Well, heavens to J.P. Morgan, it seems that down there in Dallas, Mark Cuban, aka The World's Smartest Human, has run afoul of the good folks at the Securities and Exchange Commission. I'm sure that this is just an oversight on everyone's part and that TWSH will fight this egregious witch hunt righteously until the very moment at which he can get out of the whole mess by writing a very big check. Then he can go back to blogging relentlessly about the genius it takes to put together a basketball franchise that makes the Western Conference finals nearly every season. Heís certainly not going to be anywhere near the Chicago Cubs anytime soon, and that is a good thing for baseball, the Cubs, and intelligent public discourse generally.
(Itís long past time for some enterprising Internet panjandrum to put together a celebrity blog-off between Cuban and local cyber fave Curt Schilling on the following proposition: Resolved: I Are Smarter Than All Them Media. The decision of the judges will be final as soon as they stop laughing.)
Speaking, as my friend Roy Blount once put it, of things in the wrong hands, I am right in the middle of my annual celebration of the baseball awards season being almost over. Look, when it comes to the media, I am one. A medium, that is. This does not mean that I can communicate with the dead. I canít talk to Jason Varitekís batting average for you. But it does mean that I have little patience for the recreational media-bashing beloved of radio hosts, bloggers, and politicians looking for something to do between bribes. However, it also means that I can indulge in a little of my own. Itís time for people in my business to get out of the business of handing out baseballís awards for it.
When did this become part of the deal? This isnít the case in any other field. Movie critics alone donít choose who wins the Oscars. Wolf Blitzer doesnít get to give out the Silver Star. On purely ethical grounds, the idea of reporters handing out the official awards on behalf of the institution they cover ó awards, mind you, that provide considerable material benefits to the people who win them ó is grotesquely improper enough to make Jayson Blair look like John Peter Zenger.
Beyond that, however, the awards annually turn loose a torrent of stupid that takes months to slow to a trickle again. Every year, we get an extended exercise in Jesuitical pondering over issues such as ďWhat does the Ďvaluableí in Most Valuable Player really mean?Ē Then we find out that, for example, in the case of Manny Ramirez, the real question is, ďWhat does Ďvaluableí mean among players who have played most of the season with the same team?Ē In response, a brief hypothetical: Say youíre on a four-stop flight to Rangoon. Somewhere over the Indian Ocean, the cabin catches fire. One of the passengers smothers the fire with his body, saving 150 people and an untold number of tiny bags of salted almonds. Turns out he only came aboard for the final leg of the flight. Who is the most valuable passenger?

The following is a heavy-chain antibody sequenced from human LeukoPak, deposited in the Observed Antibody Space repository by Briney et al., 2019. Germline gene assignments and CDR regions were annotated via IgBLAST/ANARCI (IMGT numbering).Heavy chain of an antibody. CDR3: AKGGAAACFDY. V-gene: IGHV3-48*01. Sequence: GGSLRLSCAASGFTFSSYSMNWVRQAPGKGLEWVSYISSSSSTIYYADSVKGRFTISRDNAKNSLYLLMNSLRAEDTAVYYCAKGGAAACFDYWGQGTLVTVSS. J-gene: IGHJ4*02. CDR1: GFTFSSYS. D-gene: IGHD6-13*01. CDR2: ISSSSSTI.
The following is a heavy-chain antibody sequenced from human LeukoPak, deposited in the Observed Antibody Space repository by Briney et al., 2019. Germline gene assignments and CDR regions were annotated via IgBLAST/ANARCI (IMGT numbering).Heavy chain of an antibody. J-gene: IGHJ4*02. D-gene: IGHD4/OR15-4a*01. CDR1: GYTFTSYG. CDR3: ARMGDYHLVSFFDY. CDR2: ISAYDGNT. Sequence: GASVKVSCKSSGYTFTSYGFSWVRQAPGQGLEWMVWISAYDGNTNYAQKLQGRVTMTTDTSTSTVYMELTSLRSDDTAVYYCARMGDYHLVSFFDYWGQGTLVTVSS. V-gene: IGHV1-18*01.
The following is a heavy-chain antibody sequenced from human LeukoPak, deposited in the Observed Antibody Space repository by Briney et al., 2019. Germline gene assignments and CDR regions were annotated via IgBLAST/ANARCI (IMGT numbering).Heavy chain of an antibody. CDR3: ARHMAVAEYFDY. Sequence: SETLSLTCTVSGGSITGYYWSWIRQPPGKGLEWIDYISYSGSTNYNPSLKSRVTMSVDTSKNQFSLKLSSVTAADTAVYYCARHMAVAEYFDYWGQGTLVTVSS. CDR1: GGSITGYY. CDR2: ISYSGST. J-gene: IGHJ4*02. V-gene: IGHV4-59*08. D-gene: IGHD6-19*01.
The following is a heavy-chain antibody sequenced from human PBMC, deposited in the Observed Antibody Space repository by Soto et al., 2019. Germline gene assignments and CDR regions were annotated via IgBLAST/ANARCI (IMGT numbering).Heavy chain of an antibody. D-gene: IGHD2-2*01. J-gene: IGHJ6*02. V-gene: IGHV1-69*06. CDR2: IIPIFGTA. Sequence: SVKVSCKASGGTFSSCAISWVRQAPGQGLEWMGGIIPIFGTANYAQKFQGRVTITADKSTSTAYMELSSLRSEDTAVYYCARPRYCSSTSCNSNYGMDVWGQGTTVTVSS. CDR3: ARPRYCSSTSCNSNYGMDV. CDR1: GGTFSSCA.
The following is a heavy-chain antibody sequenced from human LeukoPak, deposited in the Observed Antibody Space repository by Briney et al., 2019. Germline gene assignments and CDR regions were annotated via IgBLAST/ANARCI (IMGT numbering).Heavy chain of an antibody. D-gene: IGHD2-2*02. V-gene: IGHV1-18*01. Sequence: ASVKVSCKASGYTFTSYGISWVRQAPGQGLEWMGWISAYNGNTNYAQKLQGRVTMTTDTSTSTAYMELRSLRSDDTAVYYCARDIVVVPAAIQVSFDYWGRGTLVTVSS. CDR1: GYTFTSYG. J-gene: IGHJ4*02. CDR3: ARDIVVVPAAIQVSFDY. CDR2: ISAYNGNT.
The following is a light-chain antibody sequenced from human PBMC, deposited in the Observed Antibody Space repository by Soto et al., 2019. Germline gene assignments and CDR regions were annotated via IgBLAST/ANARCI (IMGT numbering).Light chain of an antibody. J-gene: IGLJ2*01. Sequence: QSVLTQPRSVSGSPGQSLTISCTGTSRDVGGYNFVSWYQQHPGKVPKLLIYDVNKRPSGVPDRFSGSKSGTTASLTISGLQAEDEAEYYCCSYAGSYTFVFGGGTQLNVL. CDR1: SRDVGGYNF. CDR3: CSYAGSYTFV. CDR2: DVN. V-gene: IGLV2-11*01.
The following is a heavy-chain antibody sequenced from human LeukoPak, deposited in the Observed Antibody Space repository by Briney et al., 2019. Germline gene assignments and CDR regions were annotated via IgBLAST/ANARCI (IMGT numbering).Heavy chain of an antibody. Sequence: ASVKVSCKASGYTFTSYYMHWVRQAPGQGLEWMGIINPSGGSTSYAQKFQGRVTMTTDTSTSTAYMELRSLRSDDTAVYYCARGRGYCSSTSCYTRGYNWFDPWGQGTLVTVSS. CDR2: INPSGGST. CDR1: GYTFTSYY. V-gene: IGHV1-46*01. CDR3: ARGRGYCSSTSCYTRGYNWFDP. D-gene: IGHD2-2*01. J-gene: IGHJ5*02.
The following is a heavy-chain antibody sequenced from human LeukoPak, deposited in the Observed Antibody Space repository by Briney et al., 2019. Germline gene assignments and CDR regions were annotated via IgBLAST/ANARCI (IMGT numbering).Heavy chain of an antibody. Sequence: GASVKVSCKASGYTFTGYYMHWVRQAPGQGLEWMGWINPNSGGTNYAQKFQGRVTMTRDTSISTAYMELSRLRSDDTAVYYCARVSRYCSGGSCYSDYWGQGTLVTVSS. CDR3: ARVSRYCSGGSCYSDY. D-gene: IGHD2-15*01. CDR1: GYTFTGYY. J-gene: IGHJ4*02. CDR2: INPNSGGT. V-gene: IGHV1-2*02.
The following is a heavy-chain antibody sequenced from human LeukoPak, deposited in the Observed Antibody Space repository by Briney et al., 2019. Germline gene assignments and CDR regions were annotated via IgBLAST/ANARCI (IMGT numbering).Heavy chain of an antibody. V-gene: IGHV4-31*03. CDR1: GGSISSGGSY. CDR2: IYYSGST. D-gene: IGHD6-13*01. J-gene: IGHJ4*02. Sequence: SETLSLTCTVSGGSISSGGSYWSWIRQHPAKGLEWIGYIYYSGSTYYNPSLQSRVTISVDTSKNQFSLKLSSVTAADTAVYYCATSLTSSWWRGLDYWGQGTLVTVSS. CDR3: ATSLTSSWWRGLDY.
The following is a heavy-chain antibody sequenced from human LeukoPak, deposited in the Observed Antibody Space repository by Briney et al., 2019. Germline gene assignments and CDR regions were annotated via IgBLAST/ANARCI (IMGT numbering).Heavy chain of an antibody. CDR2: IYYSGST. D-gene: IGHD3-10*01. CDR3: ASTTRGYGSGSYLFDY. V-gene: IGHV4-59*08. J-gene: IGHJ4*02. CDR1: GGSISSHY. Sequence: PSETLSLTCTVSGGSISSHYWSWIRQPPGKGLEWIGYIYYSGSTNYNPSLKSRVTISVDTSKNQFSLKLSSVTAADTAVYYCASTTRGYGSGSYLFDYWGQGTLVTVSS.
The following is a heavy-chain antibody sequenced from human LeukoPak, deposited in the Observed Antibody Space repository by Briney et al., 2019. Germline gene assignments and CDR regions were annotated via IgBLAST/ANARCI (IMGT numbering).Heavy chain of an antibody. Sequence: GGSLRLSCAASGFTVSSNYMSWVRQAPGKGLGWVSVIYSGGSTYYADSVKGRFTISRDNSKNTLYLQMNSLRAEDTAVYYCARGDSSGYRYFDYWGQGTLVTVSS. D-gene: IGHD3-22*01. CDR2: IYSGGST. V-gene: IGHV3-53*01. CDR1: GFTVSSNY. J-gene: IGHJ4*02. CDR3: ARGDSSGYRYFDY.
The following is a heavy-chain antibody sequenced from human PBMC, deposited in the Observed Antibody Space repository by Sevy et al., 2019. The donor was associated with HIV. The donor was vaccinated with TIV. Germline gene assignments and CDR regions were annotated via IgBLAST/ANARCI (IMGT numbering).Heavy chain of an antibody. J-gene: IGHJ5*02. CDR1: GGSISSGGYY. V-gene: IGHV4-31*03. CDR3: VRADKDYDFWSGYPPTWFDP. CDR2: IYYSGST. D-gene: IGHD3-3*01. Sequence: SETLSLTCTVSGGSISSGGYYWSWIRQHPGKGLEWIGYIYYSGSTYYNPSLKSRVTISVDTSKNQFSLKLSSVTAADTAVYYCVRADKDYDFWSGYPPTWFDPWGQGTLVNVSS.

We further get earnest disquisitions over whether itís harder to manage a talented team than an untalented team, so should Joe Expectorate, whose team won the pennant by 13 games, be the Manager of the Year, even though he was handed a team youíd have to be a ring-tailed lemur or Don Zimmer to screw up? Or should it go to Mike Phlegm-brain, who won 83 games while managing a collection of drunks, stumblebums, horse thieves, and sheep stealers? Who knows? Who cares? Both of them are only their No. 1 starterís rotator cuff away from coaching third base in Visalia next season. And this is not even to get into the burlesque contrarianism by which no pitcher can ever be the Most Valuable Player, even though that is precisely what they are by any empirical measure as soon as the free-agent bazaar opens for business, or by which it is improper for anyone to be a unanimous anything because Joe DiMaggio never was or some such nonsense, or by which pure, rank homerism is given one final mighty yahoo before they lock up the ballpark for the year. This is not a job for grown-ups. Itís an exercise in childish twittery. This distinguishes it from the job of voting for Baseballís Hall of Fame, which is an exercise in childish, self-important twittery.
(Yo, folks, the Hall of Fame is a museum, OK? Itís for old things and dead people. Itís an attic with interactive games and overpriced souvenirs. Itís not a test of character, and youíre not searching the world for the next Dalai Lama.)
So, I am often asked, who should do it if the writers donít? My answer is, always, I donít care. Bob Costas seems a bit busy, but if he wants to do it himself every year, Iím fine with that. Iím fine with walking a ballot over to C.F. Donovanís in Savin Hill and taking a poll of the first 12 people who walk through the door. Maybe we should let Cuban and Schilling fight over it. Iím reasonably sure they might have opinions theyíd like to share.
OT columnist Charles P. Pierce is a Boston Globe Magazine staff writer.